MAC: Mines and Communities

Critical report of the Auditor General of Quebec on mining

Published by MAC on 2009-04-14
The Quebec Auditor General has made a critical assessment of the value-for-money that the government gets from its interventions in the mining sector.

The Auditor General presents the results of a value-for-money audit dealing with government interventions in the mining sector

Quebec Auditor General Press release no. 2

Québec – Mr. Renaud Lachance today made public Volume II of the Report of the Auditor General of Québec to the National Assembly for 2008-2009.

Chapter 2 presents the results of a value-for-money audit dealing with government interventions in the mining sector. This press release presents an excerpt from the highlights of the report.

The Ministère des Ressources naturelles et de la Faune (MRNF) was supposed to prepare a first government strategy for the mining sector before the end of 2007. Such a strategy had not yet been made public at the time we completed our work. Based on what we have observed in its operating procedure, we have concerns about the MRNF’s ability to consider, in this mineral strategy, the main economic, social and environmental stakes. Our findings notably include the following:

• The fiscal and economic analyses produced by the MRNF do not allow it to estimate the extent to which Québec obtains sufficient compensation in return for the mining of its natural resources.

• In recent years, the MRNF stopped making a systematic statistical analysis and publishing various information on this industry.

• Although one of the components of the MRNF’s mission relates to the conservation of resources, it has not set objectives for acquiring knowledge on this subject.

The interventions seeking to ensure that mining companies comply with legal requirements during the various stages of a mine’s life do not minimize the risk that the State may have to assume additional restoration costs. Based on the analysis of a sample of 25 mining site files, we noted the following main elements:

• For close to half of the files examined, the stipulated deadlines were not met concerning the tabling or the revision of the plan. The average time period between the tabling of the plan and its approval was approximately three years.

• In approximately ten files, the plans were approved despite a notice of the Ministère du Développement durable, de l’Environnement et des Parcs (MDDEP) that was inconclusive, unfavourable or that specified conditions, or in the absence of a notice.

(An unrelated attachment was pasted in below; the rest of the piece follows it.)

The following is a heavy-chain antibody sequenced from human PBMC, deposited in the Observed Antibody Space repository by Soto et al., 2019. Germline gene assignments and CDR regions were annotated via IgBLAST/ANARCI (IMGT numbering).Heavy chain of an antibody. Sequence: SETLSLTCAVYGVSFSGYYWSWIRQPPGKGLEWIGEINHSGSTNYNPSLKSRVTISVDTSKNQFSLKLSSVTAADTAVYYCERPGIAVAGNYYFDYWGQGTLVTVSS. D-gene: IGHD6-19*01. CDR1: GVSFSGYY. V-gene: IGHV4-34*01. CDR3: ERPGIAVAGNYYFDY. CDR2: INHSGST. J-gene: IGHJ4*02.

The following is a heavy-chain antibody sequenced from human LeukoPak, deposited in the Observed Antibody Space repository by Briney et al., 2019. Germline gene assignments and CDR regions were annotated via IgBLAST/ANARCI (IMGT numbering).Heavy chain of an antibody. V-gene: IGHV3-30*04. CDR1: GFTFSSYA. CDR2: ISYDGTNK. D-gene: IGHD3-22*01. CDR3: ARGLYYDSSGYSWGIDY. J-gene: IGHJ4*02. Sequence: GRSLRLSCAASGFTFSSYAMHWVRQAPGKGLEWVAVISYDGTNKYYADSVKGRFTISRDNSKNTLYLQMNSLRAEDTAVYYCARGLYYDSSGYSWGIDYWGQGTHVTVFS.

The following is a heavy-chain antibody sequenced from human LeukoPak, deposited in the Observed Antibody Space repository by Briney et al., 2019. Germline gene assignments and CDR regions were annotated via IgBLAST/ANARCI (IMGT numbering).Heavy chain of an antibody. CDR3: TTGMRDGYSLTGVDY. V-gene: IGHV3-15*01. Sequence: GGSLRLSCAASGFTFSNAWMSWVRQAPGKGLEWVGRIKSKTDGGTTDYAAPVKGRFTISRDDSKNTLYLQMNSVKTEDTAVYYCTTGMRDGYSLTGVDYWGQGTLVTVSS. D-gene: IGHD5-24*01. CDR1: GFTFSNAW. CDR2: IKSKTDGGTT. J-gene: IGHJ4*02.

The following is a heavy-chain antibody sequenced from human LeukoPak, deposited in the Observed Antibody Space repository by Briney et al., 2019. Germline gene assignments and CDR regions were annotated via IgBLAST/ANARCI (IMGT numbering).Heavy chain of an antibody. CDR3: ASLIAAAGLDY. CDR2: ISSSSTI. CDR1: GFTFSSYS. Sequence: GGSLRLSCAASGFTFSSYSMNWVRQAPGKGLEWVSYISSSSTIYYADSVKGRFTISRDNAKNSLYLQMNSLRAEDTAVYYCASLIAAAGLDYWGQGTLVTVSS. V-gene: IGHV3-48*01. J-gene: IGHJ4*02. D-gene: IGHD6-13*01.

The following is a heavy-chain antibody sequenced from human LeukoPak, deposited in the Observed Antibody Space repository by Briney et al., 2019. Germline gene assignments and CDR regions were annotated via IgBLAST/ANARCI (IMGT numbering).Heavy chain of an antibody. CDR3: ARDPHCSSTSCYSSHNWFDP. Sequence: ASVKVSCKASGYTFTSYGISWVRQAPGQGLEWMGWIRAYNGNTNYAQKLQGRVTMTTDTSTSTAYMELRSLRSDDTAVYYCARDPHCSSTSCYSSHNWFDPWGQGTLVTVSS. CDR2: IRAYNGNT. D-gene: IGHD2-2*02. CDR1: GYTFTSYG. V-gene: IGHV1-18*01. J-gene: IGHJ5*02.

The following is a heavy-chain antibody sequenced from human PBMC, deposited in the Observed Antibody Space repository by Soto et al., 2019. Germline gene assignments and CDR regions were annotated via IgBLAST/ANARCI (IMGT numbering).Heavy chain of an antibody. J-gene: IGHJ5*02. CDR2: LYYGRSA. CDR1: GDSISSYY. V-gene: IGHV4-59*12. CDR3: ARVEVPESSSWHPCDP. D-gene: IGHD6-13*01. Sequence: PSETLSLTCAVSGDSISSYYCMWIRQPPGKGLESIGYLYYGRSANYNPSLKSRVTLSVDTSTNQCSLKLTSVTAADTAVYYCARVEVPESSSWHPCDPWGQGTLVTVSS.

• The financial guarantee, which is supposed to cover 70 percent of the estimated restoration costs, has its limits given the conditions for establishing and paying the sums. To illustrate this point, the applicable guarantee in the audited files stood at $109 million, while the total cost of the restoration work for all of these sites was established at $352 million on March 31, 2007.

• The guarantee payments have not always corresponded to the calendar established by the MRNF, with the delays occasionally exceeding two years. In some cases, the payments had just simply not been made.

• The payment requirements determined by the MRNF for some files did not comply with the regulation, resulting in the postponement of $16 million in payments.

• There was a serious lack of organization in the inspection activities. We were unable to find any report concerning such activities in more than half of the audited files. For the other files, the inspections had been carried out without an analysis grid and occasionally dated back more than two years.

• In almost all of the files, we found no trace of cooperation between the inspectors from the MRNF and those from the MDDEP, which would promote the coherency, effectiveness and efficiency of inspection activities.

• The information recorded in the MRNF’s mining-site files did not provide a complete overview of the interventions made. We also noted a lack of management information and tools likely to help the Department collect data on the evolution of the situation of all of the mining sites.